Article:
Regardless, they’re not common, and unless the technology improves, it’s doubtful you’ll ever see them at all.
What Kind of BB Should I Use?
Now we come to the million-dollar question.
With all these airsoft ammo types – which do you actually choose?
First, you should know and learn the best weight and size of BB for the gun you’re using. If you’re unsure, check the manufacturer’s instructions, and/or look online to find that particular gun’s specifications.
The user instructions of a quality airsoft pistol, for example, should tell you all you need to know for using the right kind of compatible ammunition.
When in doubt, this is likely going to be a standard six-millimeter BB. Larger BBs are more commonly used with specialty airsoft guns – particularly for CQB (Close Quarter Battles) requiring a shorter range.
Always choose the best BBs you can afford – and biodegradable versions are highly recommended.
If you’re playing the sniper role (and you can follow that link for some top tips on how to do so like a pro), then you might want to choose heavier BBs for use with a more powerful gun.
For indoor play, I would seriously consider a tracer BBs with a tracer unit – as not only does it look so cool, but it ramps up the fun factor, and you can see exactly where you’re shooting every time.
Which can seriously help you improve your accuracy.
All that said, you can’t really go wrong so long as you have the right ammo for your gun, and you’re purchasing the best quality BBs you can afford.
A Word on Safety
Regardless of the type of BB you use for airsoft, you should be well-prepared and protected when firing any kind of projectile.
Even the best, professional-grade BBs can break and shatter, and the shrapnel has been known to compromise inferior-quality eye and face pro. Follow the links above for more suitable options.
This article will explain more about what FPS actually means – and why it’s important.
If you’re still concerned for yourself or a child, then consider using a paintball mask instead. They’re designed to take a much heavier impact and are more than enough for airsoft BB protection.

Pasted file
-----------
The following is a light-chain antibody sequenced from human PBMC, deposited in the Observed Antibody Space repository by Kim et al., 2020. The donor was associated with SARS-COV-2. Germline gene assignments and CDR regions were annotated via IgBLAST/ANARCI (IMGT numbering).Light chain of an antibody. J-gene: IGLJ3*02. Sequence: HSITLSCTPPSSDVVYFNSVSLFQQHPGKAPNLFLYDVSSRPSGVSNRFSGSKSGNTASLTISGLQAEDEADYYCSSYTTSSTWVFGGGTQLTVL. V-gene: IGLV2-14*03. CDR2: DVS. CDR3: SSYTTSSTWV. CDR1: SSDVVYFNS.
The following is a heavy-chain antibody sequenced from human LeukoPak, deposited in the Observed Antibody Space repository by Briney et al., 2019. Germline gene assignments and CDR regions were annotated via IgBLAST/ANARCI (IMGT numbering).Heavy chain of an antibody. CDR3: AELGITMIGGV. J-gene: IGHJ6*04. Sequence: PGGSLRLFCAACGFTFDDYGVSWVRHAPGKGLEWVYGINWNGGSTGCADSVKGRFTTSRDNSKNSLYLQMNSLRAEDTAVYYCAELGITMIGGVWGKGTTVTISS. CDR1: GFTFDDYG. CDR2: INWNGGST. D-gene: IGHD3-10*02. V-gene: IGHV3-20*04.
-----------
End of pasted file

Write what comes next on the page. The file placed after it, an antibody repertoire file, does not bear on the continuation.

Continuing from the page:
Are heavier or lighter BBs better?
It depends on the velocity of your gun. A high-powered rifle is going to need a heavier BB to be effective over greater distances, but heavier ammo might not be so productive for CQB.
Take a look at this article on the different types of airsoft guns for more information.
As a rule of thumb, and depending on the gun I’m using, I would choose a 0.28 gram BB for outdoors, and a 0.25 gram BB for inside arenas.
Can you reuse airsoft BBs?
You can, but you most certainly shouldn’t! Don’t even be tempted. I’ve written a full article on the subject, explaining all the reasons why this is a very bad idea.
Head over to find out why you shouldn’t reuse airsoft BBs – which includes some top tips on how to make your ammo last longer.
Do airsoft BBs hurt?
Yes and no. If you’re not wearing the right protection, they’re going to leave a mark. This article on the best plate carriers might help if you’re concerned about keeping your torso covered.
But the good news is that airsoft doesn’t hurt nearly as much as paintball. This article on comparing paintball and airsoft pain will tell you why!
There are many different types of airsoft BBs, and the type you choose can make a real difference to your performance, and the performance of your airsoft gun.
I hope this article has pointed you in the right direction and made the selection headache a little easier.
Let me know which airsoft BBs you run and why, or if I’ve missed anything important from the article.
Stay safe out there, call those hits and happy airsofting!